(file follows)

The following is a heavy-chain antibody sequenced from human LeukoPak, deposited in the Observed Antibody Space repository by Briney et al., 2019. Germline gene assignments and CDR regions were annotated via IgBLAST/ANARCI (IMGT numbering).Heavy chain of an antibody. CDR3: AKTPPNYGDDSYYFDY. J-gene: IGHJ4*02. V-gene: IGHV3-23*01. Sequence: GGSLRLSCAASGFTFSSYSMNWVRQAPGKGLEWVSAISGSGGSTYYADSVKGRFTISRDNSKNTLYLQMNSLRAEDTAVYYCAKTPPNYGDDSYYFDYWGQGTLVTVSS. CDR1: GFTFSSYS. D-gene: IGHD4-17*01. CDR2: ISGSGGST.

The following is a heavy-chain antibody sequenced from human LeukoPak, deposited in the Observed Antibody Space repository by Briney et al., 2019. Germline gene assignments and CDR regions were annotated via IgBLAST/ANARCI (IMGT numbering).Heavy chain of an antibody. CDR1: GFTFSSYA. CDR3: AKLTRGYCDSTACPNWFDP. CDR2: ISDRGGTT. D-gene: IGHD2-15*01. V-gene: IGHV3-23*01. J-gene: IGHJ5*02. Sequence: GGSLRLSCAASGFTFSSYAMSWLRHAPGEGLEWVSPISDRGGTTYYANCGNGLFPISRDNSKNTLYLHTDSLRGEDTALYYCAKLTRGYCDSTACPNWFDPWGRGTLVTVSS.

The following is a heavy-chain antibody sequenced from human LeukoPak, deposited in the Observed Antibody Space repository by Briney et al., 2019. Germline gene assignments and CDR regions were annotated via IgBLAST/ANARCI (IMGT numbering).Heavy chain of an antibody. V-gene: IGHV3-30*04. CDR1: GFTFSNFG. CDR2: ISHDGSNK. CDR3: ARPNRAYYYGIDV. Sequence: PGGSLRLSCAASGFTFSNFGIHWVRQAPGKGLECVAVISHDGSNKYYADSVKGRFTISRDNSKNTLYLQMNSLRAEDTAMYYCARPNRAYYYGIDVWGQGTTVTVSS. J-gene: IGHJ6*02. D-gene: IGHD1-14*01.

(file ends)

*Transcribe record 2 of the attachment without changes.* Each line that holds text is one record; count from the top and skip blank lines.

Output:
The following is a heavy-chain antibody sequenced from human LeukoPak, deposited in the Observed Antibody Space repository by Briney et al., 2019. Germline gene assignments and CDR regions were annotated via IgBLAST/ANARCI (IMGT numbering).Heavy chain of an antibody. CDR1: GFTFSSYA. CDR3: AKLTRGYCDSTACPNWFDP. CDR2: ISDRGGTT. D-gene: IGHD2-15*01. V-gene: IGHV3-23*01. J-gene: IGHJ5*02. Sequence: GGSLRLSCAASGFTFSSYAMSWLRHAPGEGLEWVSPISDRGGTTYYANCGNGLFPISRDNSKNTLYLHTDSLRGEDTALYYCAKLTRGYCDSTACPNWFDPWGRGTLVTVSS.